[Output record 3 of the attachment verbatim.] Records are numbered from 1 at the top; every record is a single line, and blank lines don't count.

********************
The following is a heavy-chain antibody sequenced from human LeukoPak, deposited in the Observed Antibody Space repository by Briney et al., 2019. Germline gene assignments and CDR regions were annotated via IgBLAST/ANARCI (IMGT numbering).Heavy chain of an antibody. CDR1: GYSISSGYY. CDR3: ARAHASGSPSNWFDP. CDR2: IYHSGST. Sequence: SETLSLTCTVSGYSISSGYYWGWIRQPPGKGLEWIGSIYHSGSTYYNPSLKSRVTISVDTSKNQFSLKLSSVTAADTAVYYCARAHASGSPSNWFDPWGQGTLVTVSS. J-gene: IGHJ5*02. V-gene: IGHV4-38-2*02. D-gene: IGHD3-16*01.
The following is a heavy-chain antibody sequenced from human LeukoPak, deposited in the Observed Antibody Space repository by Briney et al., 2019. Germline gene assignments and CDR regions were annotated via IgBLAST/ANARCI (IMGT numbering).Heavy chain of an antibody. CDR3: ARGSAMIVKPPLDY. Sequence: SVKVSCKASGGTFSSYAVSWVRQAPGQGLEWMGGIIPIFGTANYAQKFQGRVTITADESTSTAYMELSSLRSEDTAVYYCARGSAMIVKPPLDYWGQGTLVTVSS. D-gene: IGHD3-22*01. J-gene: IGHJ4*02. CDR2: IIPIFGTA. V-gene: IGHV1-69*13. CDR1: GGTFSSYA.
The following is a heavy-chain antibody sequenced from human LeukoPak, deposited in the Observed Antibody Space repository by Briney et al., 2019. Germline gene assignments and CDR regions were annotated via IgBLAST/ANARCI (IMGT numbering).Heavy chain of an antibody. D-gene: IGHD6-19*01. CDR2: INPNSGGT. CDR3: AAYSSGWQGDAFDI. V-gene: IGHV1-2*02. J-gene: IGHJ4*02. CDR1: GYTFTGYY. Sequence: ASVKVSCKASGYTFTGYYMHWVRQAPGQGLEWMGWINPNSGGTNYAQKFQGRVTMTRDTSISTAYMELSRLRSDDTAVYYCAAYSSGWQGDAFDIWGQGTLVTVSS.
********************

The following is a heavy-chain antibody sequenced from human LeukoPak, deposited in the Observed Antibody Space repository by Briney et al., 2019. Germline gene assignments and CDR regions were annotated via IgBLAST/ANARCI (IMGT numbering).Heavy chain of an antibody. D-gene: IGHD6-19*01. CDR2: INPNSGGT. CDR3: AAYSSGWQGDAFDI. V-gene: IGHV1-2*02. J-gene: IGHJ4*02. CDR1: GYTFTGYY. Sequence: ASVKVSCKASGYTFTGYYMHWVRQAPGQGLEWMGWINPNSGGTNYAQKFQGRVTMTRDTSISTAYMELSRLRSDDTAVYYCAAYSSGWQGDAFDIWGQGTLVTVSS.